David and James soon started the grocery business of D. & J. Fowler, which thrived after early setbacks, and they were able to enter the import trade by 1857. However, tragedy struck when James died in 1859 after years of battling against illness. George then came to Australia in July 1860 on board the 'INDUS'. David and George pooled their assets and decided to concentrate on importing. David went back to London to set up a purchasing office while George ran the Australian enterprise. David died in London in November 1881, survived by his wife and family.

By the time David died, the firm of D. & J. Fowler had expanded into one of the largest commercial houses in Australia, with branches in most towns. They also owned factories for producing preserves and confectionery, as well as running a large shipping agency for the import of foodstuffs and the export of butter, meat, wheat, copper and wool. By 1896, they had acquired a group of flour-mills and become leading packers of dried fruit. Having also diversified into a major oil agency, the firm had become established as one of the largest privately owned conglomerates in Australia.

In 1864, George had gone back to Scotland to marry Catherine lamb, who survived him when he died in October 1896. Their daughter, Laura Margaret, was the first women graduate in medicine at the University of Adelaide, having qualified in 1891. Their eldest son, James Richard, born May 1865 married Esther Tinline Murray in 1892, and became a director of the family firm. James carried on the Fowler tradition of commercial success. He also served with distinction in various public appointments in Adelaide.


John Richardson was born in Freuchie in 1812. His parents were the Rev. John Richardson and Grace Pratt. John was educated at the parish schools in Freuchie and Pitlessie. After working in London for some years, he emigrated to Australia in 1837. He arrived at Sydney in April 1837, on board the 'CAROLINE'. For the next four years he worked with R. BOURNE & Co, but set up as a storekeeper in Brisbane in 1842.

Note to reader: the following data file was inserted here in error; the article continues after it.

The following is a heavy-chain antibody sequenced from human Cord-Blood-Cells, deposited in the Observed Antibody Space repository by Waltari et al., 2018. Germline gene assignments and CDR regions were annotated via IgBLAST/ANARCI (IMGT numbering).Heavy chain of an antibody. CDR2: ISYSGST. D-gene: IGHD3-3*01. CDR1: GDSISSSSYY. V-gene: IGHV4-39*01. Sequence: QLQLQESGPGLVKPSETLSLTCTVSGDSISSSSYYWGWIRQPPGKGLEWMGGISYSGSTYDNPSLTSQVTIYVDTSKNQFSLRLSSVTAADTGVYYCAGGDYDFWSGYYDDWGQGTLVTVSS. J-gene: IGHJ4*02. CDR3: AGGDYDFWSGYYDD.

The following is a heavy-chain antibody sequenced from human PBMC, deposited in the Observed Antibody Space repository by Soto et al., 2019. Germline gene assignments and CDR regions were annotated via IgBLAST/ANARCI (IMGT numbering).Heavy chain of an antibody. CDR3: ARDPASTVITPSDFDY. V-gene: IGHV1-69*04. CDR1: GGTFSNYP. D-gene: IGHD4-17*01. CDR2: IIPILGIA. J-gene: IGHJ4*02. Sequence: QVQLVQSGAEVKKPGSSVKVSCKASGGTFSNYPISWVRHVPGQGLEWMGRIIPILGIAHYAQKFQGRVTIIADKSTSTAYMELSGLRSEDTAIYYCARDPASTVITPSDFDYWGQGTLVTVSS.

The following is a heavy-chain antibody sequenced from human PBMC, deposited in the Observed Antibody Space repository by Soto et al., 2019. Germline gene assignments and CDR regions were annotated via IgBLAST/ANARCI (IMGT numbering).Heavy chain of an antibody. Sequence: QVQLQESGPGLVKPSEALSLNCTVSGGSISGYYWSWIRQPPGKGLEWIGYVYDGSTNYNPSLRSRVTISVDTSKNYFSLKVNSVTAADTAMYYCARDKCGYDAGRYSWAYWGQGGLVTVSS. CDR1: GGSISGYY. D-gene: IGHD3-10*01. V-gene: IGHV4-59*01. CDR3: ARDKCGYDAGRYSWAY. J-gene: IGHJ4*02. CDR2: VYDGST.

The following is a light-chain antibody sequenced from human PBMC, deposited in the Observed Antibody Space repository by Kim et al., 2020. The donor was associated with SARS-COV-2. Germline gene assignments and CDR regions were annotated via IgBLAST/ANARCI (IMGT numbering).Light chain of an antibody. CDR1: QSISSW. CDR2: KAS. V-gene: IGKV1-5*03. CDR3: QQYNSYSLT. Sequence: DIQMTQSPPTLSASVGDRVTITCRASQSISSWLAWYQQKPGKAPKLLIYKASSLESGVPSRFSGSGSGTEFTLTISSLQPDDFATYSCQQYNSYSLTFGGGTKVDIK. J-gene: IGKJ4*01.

He then expanded into merchant importing direct from England and built his own wharf and warehouse. By 1857, John had branched out into sheep farming, which proved to be a mixture of success and failure. In 1872, he bought over John Moore's general store in Armidale. He and three of his sons, Alexander, Russell and William, built up a flourishing business which grew to be one of the largest firms outside Sydney. They also ran a flour mill and a furniture factory.

John entered politics in 1851 when he was elected to the N.S.W. legislative Council, where he represented the County of Stanley. During his political career, he was closely connected with such leading politicians as Sir William Wentwarth, Sir Stuart Donaldson, Sir Charles Cowper and Dr. Lang.

In June 1847, at the Scots Church in Sydney, John had married Janet Russell, who bore him five sons and two daughters. John Richardson died at Armidale in December 1888, survived by his wife and children.


William Pearson was born at Hilton, Kilmany, in September 1818. His parents were Captain Hugh Pearson, R. N., and Helen Littlejohn. William was educated at Edinburgh High School, and had a brief career at sea. He emigrated to Australia on board the 'JOHN COOPER', arriving at Adelaide in March 1841. After spending a few months in Melbourne, he journeyed to the Mitchell River, where he stocked Lindenow sheep station. William was an ambitious and determined pioneer, who overcame many daunting obstacles. His sheep farming interests prospered and he became a wealthy landowner. He was also a famous horse--breeder and bred over 100 winning racehorses. In August 1859 he married Eliza Laura Travers, who bore him five sons and two daughters. William Pearson died in August 1893, survived by his wife, three of his Sons and both daughters.


Robert Simson was born at Coalfarm near St Monance in October 1819. His parents were Robert Simson and Elizabeth Carstairs. With his cousin, Philip Russell of Kincraig, he emigrated to Australia, arriving in Tasmania in November 1842. Three months later they crossed to Port Phillip and in April 1843 purchased the sheep station at Cairngham. In 1851, Robert returned to Tasmania to marry Catherine Officer. They came back to Cairngham but moved to Langi Kal Kal which was a larger sheep farm near Beaufort. Robert concentrated on the breeding of high quality merino sheep. This venture was successful and he won many awards at championships all over the world. His contribution to the development of sheep farming in Australia was of major importance, and Robert also took an active part in church affairs and gave generously to the promotion of religious education. He died in November 1896, predeceased by his wife.
FOOTNOTE - Two of Robert Simson's brothers also became well known sheep farmers. John (1822 - 1896) and Colin William (1828 - 1905). John married Margaret Luke in 1856 and Colin married Margaret Madelaine Smith in 1862.